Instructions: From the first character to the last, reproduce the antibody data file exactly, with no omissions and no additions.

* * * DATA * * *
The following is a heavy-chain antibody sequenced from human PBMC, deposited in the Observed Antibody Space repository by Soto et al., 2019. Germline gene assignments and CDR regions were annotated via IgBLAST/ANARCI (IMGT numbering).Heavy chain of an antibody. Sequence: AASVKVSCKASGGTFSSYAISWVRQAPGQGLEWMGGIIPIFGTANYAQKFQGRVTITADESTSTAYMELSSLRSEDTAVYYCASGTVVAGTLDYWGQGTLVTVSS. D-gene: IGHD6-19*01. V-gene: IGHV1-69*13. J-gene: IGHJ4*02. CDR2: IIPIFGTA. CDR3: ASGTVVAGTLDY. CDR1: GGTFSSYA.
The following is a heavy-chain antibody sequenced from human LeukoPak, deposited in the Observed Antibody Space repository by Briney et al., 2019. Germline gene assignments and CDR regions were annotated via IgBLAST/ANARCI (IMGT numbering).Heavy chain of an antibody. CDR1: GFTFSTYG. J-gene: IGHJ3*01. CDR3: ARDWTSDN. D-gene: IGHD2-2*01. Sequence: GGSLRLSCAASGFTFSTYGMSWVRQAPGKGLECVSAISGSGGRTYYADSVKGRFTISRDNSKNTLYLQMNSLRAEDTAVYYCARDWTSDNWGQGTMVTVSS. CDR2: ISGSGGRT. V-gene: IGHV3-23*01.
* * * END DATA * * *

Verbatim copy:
The following is a heavy-chain antibody sequenced from human PBMC, deposited in the Observed Antibody Space repository by Soto et al., 2019. Germline gene assignments and CDR regions were annotated via IgBLAST/ANARCI (IMGT numbering).Heavy chain of an antibody. Sequence: AASVKVSCKASGGTFSSYAISWVRQAPGQGLEWMGGIIPIFGTANYAQKFQGRVTITADESTSTAYMELSSLRSEDTAVYYCASGTVVAGTLDYWGQGTLVTVSS. D-gene: IGHD6-19*01. V-gene: IGHV1-69*13. J-gene: IGHJ4*02. CDR2: IIPIFGTA. CDR3: ASGTVVAGTLDY. CDR1: GGTFSSYA.
The following is a heavy-chain antibody sequenced from human LeukoPak, deposited in the Observed Antibody Space repository by Briney et al., 2019. Germline gene assignments and CDR regions were annotated via IgBLAST/ANARCI (IMGT numbering).Heavy chain of an antibody. CDR1: GFTFSTYG. J-gene: IGHJ3*01. CDR3: ARDWTSDN. D-gene: IGHD2-2*01. Sequence: GGSLRLSCAASGFTFSTYGMSWVRQAPGKGLECVSAISGSGGRTYYADSVKGRFTISRDNSKNTLYLQMNSLRAEDTAVYYCARDWTSDNWGQGTMVTVSS. CDR2: ISGSGGRT. V-gene: IGHV3-23*01.